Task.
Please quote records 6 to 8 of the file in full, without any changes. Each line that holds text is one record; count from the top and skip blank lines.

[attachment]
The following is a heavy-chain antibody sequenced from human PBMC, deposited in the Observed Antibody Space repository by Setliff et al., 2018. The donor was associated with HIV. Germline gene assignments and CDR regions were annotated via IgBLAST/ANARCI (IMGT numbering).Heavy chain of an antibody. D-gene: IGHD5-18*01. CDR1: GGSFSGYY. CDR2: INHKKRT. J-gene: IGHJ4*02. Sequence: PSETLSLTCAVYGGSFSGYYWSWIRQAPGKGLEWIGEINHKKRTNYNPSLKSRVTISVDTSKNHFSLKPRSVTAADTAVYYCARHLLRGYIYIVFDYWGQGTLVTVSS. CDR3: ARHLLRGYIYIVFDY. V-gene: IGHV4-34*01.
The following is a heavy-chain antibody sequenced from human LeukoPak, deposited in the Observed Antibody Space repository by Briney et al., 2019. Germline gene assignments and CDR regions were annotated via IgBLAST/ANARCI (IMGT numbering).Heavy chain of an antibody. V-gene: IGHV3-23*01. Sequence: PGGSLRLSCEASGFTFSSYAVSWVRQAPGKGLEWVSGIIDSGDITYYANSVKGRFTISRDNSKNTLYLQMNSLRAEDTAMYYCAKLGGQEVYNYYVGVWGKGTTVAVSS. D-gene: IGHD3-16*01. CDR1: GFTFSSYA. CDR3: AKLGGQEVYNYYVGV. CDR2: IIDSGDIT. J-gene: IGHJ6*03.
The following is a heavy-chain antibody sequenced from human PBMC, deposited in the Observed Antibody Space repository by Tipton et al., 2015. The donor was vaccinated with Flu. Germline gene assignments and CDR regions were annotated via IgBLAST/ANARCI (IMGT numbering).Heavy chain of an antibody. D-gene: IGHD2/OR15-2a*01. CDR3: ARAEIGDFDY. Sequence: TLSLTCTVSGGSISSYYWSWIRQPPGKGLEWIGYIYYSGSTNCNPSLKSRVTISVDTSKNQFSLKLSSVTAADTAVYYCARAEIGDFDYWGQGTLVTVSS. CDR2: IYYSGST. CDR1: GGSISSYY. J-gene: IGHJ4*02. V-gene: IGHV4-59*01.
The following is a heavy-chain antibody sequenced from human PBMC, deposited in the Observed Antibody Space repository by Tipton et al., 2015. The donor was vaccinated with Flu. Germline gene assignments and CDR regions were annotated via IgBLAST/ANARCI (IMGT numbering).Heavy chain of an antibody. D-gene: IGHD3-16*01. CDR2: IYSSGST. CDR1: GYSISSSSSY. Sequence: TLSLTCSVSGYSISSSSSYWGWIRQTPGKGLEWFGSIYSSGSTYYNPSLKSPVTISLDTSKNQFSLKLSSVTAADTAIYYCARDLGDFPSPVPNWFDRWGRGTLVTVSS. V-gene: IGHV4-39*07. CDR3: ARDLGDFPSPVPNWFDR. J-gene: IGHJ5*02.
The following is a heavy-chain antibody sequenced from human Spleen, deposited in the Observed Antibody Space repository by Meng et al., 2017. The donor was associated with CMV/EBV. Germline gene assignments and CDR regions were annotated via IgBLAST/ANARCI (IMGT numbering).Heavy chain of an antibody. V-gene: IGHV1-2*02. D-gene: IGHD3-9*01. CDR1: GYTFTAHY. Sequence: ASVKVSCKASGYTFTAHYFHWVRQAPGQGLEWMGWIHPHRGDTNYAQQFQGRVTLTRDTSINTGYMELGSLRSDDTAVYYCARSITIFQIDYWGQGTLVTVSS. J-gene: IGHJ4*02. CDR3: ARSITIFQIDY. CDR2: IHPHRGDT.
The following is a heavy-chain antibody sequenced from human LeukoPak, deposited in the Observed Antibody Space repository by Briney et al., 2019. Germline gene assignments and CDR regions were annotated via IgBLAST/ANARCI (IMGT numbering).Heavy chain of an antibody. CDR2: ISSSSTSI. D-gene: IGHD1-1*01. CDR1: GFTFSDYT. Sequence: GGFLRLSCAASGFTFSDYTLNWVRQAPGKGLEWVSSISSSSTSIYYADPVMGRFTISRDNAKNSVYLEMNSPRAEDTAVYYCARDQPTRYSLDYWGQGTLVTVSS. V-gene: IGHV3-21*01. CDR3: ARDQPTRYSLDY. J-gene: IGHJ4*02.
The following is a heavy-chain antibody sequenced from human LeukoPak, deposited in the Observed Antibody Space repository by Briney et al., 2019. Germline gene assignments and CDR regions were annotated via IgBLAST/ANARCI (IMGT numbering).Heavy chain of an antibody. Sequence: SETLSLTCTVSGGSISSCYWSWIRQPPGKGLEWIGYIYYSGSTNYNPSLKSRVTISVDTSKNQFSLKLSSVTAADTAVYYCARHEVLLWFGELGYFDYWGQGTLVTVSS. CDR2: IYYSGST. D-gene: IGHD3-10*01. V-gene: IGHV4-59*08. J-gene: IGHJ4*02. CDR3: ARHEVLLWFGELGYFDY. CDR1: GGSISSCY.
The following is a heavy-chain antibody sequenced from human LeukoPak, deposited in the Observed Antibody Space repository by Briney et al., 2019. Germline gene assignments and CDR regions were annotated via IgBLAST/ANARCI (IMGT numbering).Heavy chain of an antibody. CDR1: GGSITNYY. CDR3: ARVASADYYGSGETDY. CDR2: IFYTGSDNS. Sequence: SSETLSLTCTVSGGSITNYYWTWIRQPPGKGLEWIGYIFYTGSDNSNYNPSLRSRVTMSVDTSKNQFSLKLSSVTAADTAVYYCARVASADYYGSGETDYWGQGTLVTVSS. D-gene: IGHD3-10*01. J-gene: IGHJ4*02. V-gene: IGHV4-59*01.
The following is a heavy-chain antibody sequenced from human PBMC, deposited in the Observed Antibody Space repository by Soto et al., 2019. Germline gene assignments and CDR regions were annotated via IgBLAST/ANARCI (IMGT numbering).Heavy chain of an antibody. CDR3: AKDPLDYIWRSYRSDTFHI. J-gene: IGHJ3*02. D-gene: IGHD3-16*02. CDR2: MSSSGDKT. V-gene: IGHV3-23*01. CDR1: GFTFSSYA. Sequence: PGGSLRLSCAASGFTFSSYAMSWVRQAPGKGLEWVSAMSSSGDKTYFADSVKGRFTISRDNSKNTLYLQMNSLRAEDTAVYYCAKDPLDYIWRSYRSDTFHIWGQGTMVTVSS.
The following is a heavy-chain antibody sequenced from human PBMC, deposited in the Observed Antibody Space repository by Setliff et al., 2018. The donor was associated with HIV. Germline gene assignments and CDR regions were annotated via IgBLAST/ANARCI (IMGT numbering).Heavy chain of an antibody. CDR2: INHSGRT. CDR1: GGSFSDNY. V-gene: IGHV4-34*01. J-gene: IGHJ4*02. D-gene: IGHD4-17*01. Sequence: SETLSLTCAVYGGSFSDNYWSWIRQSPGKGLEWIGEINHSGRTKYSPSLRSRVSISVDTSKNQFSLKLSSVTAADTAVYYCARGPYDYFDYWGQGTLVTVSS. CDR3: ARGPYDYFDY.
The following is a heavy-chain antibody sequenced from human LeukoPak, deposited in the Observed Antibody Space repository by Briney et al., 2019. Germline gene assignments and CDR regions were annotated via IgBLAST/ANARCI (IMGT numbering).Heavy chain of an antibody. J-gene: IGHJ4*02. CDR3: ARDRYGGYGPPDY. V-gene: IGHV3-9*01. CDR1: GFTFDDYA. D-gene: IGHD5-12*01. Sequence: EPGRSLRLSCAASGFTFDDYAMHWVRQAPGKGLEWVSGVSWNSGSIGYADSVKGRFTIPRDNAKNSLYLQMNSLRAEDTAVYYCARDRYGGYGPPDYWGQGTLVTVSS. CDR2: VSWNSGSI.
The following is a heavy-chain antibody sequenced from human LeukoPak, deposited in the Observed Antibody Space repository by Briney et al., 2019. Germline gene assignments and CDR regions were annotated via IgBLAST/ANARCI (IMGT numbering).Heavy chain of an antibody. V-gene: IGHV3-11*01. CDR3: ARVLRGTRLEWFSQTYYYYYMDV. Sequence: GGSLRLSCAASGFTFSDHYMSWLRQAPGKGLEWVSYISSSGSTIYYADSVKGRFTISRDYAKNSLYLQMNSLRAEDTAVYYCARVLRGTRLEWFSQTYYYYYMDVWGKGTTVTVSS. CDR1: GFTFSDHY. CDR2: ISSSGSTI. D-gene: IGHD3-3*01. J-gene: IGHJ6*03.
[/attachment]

The following is a heavy-chain antibody sequenced from human LeukoPak, deposited in the Observed Antibody Space repository by Briney et al., 2019. Germline gene assignments and CDR regions were annotated via IgBLAST/ANARCI (IMGT numbering).Heavy chain of an antibody. CDR2: ISSSSTSI. D-gene: IGHD1-1*01. CDR1: GFTFSDYT. Sequence: GGFLRLSCAASGFTFSDYTLNWVRQAPGKGLEWVSSISSSSTSIYYADPVMGRFTISRDNAKNSVYLEMNSPRAEDTAVYYCARDQPTRYSLDYWGQGTLVTVSS. V-gene: IGHV3-21*01. CDR3: ARDQPTRYSLDY. J-gene: IGHJ4*02.
The following is a heavy-chain antibody sequenced from human LeukoPak, deposited in the Observed Antibody Space repository by Briney et al., 2019. Germline gene assignments and CDR regions were annotated via IgBLAST/ANARCI (IMGT numbering).Heavy chain of an antibody. Sequence: SETLSLTCTVSGGSISSCYWSWIRQPPGKGLEWIGYIYYSGSTNYNPSLKSRVTISVDTSKNQFSLKLSSVTAADTAVYYCARHEVLLWFGELGYFDYWGQGTLVTVSS. CDR2: IYYSGST. D-gene: IGHD3-10*01. V-gene: IGHV4-59*08. J-gene: IGHJ4*02. CDR3: ARHEVLLWFGELGYFDY. CDR1: GGSISSCY.
The following is a heavy-chain antibody sequenced from human LeukoPak, deposited in the Observed Antibody Space repository by Briney et al., 2019. Germline gene assignments and CDR regions were annotated via IgBLAST/ANARCI (IMGT numbering).Heavy chain of an antibody. CDR1: GGSITNYY. CDR3: ARVASADYYGSGETDY. CDR2: IFYTGSDNS. Sequence: SSETLSLTCTVSGGSITNYYWTWIRQPPGKGLEWIGYIFYTGSDNSNYNPSLRSRVTMSVDTSKNQFSLKLSSVTAADTAVYYCARVASADYYGSGETDYWGQGTLVTVSS. D-gene: IGHD3-10*01. J-gene: IGHJ4*02. V-gene: IGHV4-59*01.